Friday, February 6, 2015

Amrut Cask Strength

Amrut week continues (you can refresh your memory and relive the good times here and here for the earlier installments) with a review of the Amrut Cask Strength.

Now, I'm afraid, ashamed and alliterated to say that I've not had the standard strength Amrut Single Malt and thus don't strictly have a reference point for this - beyond the Fusion and the aforementioned "wine sandwich" malts. But hey, who gives a fat rat's clacker? Ignorance and stupidity are the foundations upon which this blog are built.

Amrut Cask Strength 61.8% (2014 release?)

Nose: After first pouring there's butter, banana and honey. Some lighter malt aromas develop with time in the glass. With the addition of water some oak spice comes out. Even later something like peanuts with skins on emerges.

Palate: Big arrival, with a blast of heat and serious penetration. It becomes a little maltier after a while, in a brioche bun kinda way, followed by dry spices and tannin. With water, some mild bourbon fruits emerge - sweet citrus, white peach - followed by a green, grassy note which seems to sit slightly sublingual.

Finish: A shortish finish as the huge arrival ebbs as rapidly as it flowed. Water lengthens the finish a little as the oak spices begin to dominate. It becomes increasingly acrid as it fades.

It's a good drink - mature beyond it's years (whatever they are - 6 or 7 maybe? I don't know, I should look it up), very drinkable - but it's a touch too inoffensive. Lacking in complexity I guess, and the finish lets it down I reckon. Not bad, but, for me, not a patch on the Portonova.

Thursday, February 5, 2015

Amrut Intermediate Sherry

A review of the Amrut Intermediate Sherry today, following on from yesterday's review of the Portonova, its "sandwich" sibling.

I'm knackered, and have nothing else to say, so here 'tis.

Amrut Intermediate Sherry 57.1% (2014 release?)

Nose: Straight out of the bottle there's clove studded oranges, and some mild varnish, but it's pretty low key. After some time in the glass these aromas build and swirl and are joined by something sweeter and biscuit-like. Water releases some sweet soy sauce and a hint of spice.

Palate: A sweetish, fruitcake entry rapidly transitions into dry sherry notes. Water expands the entry and makes the mouthfeel increasingly grippy. Sherry spices - cloves, cardamom - join the fray. A little lighter in feel and texture to the Portonova.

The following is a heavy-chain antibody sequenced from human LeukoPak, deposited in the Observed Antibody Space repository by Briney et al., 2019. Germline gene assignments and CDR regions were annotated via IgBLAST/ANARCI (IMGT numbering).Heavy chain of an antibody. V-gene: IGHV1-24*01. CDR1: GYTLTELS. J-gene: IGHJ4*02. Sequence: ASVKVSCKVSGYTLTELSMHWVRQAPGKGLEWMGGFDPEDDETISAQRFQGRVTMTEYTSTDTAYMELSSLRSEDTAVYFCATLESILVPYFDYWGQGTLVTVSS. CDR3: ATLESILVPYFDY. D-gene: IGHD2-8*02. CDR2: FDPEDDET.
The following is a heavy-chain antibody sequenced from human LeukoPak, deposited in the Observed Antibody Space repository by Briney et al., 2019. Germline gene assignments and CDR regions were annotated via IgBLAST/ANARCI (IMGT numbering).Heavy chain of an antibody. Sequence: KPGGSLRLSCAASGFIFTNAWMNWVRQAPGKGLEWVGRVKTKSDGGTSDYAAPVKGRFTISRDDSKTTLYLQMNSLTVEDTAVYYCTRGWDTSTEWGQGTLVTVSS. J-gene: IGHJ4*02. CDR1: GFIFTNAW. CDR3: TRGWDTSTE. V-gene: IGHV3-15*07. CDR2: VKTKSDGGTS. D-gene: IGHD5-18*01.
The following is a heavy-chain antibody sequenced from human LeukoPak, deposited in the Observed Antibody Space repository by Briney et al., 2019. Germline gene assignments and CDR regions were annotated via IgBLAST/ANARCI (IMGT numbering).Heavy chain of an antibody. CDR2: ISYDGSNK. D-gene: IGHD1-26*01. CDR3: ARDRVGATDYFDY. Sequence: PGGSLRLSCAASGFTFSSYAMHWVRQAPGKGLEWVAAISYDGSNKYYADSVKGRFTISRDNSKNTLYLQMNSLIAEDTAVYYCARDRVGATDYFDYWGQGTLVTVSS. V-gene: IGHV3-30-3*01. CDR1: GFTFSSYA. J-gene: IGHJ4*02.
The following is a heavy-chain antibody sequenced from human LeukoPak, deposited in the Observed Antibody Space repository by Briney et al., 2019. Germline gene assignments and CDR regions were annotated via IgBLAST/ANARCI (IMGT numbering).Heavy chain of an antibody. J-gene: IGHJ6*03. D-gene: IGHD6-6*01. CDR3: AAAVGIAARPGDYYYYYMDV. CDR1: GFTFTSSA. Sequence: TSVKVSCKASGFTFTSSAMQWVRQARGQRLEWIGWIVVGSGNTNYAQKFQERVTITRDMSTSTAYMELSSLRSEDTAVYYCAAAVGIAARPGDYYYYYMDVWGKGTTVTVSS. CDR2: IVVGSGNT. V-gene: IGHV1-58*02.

Finish: Long, flowing back and forth in in waves. Drying, but with ripples of fruit running through as well. Water increases the dried fruit presence as the grippiness from the palate continues and serves to even further lengthen the finish.

The finish here is epic, and the sherry notes pristine, but I think I prefer the slightly more hedonistic and mouth-filling Portonova.

Wednesday, February 4, 2015

Amrut Portonova

The Amrut Portonova and Amrut Intermediate Sherry are (I believe) both newly arrived in Australia. Having previously tried only the Fusion - it's great value, fantastic for the price, and I bought two bottles only the other week when on special and probably should have bought more - I was very keen to try both, so purchased some samples (from - they're selling samples, but not full bottles of this), along with a sample of the Amrut Cask Strength for good measure.

Today I review the Portonvova (with the Intermediate Sherry to soon follow), a whisky matured first in bourbon barrels, then in Port pipes, and then racked back into (the same? I don't know) bourbon barrels to make something that is now known, apparently, as a "port-pipe sandwich".
Mmmm, sandwich.

Amrut Portonova (NAS) 62.1% (2013, Batch 4)

Nose: Surprisingly, given the ABV, it's not super-aggressive first up out of the sample bottle - rather closed in fact and revealing only shortbread, vague malt aromas and a touch of butter. After fifteen minutes or so the wine has really come to the surface and begins to dominate - proper fortified fumes coming off it now. Water releases a bit of peat, as well as some spiced orange, dried apricot and sweet spices.

Palate: Powerful and invasive, clawing its way up the back of the throat. Hot and sweet on red fruits. Water expands and levels out the palate a fraction, bringing out spices, gentle peat, dried fruit, oranges and dark chocolate, while knocking back some of the fire. The port itself is now nowhere near as obvious as it was on the nose.

Finish: Emphatic, but short. Water both lengthens and broadens things, lengthening the dried fruit and spices from the palate while introducing some slightly drying cigar notes, which end up lingering longest and balancing out any residual sweetness.

I was a little late to the Amrut party, but now that I'm in I aint leaving anytime soon. This is an excellent (partially) Port-matured whisky. I'm buying.